Most famously, at the end of 2010 it reported the questioning of Chris Jefferies on suspicion of murder as “Murder police quiz ‘nutty professor’ with a blue rinse”, and followed up with “Does this man hold the key to Joanna’s murder?” – a sensationalising speculation that turned out to be a QTWTAIN. Both items were front page splashes that vilified a completely innocent man, and subsequently led to a substantial libel payout.
The smearing of Jefferies came in the wake of a disastrous Mail on Sunday article in 2008, in which an innocent diplomat named John Yapp was falsely accused of groping an adult woman. At the time, Yapp was facing a employment disciplinary over the allegation, and as with Jeffries two years later it seems that the paper felt safe to press on ahead of the investigation on the assumption of “no smoke without fire”.
In fact, however, Yapp was exonerated, and the Mail paid costs and damages. His firm of lawyers, Collyer Bristow, issued a scathing statement:
The articles were sensationalised and false. The Foreign and Commonwealth Office confirmed that an official enquiry has exonerated Mr Yapp of these allegations. I am happy to say that The Mail on Sunday have now published an apology making this clear and apologising for the considerable distress caused to Mr Yapp.
The appalling allegations and false reports caused my client serious and long-lasting damage both personally and professionally. The articles also caused his partner, Anne, and family profound distress.*
This was in 2009; Yapp went on to successfully sue his former employer, the Foreign Office, in 2013, which the Mail reported without reference to its own earlier role in tormenting an innocent man. Perhaps the paper hoped the later report would obscure the timeline, and its own culpability.
Jefferies recently appeared at an event with Paul Gambaccini, who spent a year under a false suspicion of child sex abuse, as part of Operation Yewtree. I wasn’t there, but from reports it appears that both men lamented the stupidity of the police and the way they worked with journalists. Gambaccini said that the names of suspects are regularly leaked by police to the press, while Jefferies believes that in his case the police hoped that journalists would do some of the work for them.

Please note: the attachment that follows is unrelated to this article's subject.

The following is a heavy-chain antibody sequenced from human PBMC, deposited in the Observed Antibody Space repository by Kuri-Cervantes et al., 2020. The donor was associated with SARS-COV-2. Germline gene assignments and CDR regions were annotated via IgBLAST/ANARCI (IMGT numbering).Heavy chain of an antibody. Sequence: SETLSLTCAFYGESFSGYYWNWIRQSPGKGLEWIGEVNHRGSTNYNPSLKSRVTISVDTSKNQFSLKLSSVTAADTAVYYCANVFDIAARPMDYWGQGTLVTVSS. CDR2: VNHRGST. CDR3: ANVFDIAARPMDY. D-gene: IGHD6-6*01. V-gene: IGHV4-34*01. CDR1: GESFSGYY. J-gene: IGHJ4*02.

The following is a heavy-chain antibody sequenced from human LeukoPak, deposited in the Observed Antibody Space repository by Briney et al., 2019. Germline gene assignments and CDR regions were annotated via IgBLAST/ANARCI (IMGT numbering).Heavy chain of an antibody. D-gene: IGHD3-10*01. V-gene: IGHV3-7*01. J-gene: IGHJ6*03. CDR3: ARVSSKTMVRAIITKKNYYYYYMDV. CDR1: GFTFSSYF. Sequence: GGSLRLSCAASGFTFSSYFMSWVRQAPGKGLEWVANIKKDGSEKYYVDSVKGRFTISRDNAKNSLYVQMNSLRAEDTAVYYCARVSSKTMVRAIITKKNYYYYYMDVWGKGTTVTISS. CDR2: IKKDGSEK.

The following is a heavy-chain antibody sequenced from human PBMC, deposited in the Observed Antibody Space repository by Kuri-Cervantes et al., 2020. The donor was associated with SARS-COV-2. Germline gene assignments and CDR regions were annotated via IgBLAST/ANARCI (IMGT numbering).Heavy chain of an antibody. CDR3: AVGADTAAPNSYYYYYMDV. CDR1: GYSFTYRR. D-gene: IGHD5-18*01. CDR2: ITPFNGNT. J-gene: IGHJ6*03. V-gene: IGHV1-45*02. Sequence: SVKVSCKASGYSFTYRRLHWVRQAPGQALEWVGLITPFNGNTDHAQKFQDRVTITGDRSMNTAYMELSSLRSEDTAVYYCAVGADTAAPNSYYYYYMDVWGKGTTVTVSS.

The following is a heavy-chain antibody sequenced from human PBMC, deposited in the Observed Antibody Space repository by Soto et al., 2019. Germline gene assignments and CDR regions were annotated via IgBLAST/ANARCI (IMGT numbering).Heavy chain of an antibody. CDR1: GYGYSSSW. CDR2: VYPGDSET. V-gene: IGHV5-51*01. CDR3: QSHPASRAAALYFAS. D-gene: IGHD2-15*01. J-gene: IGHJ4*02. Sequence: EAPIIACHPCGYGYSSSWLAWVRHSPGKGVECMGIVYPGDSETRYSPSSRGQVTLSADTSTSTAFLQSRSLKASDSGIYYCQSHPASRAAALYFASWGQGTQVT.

So, what’s happened to this cosy relationship between media and police? Let us return to the Daily Mail editorial:
[Hogan-Howe] is the man who spent £11million on Operation Elveden, assigning 70 detectives to investigate payments by journalists to whistleblowers and public officials (especially police sources).
More than 60 were arrested and 29 were charged. Yet only one was convicted in court, while another pleaded guilty under an obscure 13th century law. Both received suspended sentences.
Those two paragraphs, buried deep in the article, are the nearest thing to a declaration of having an interest. It is true that only two journalists have been convicted, although the above neglects to note – one suspects deliberately – that Operation Elveden has also led to a number of police officers (and one prison officer) being convicted. In this light, the Mail‘s “ugly chapter in the history of the police”, while a valid assessment of the Operation Midland fiasco, is also opportunistic revenge.
*Disclosure: Although I do not know Yapp, I do have a personal interest in this particular libel case.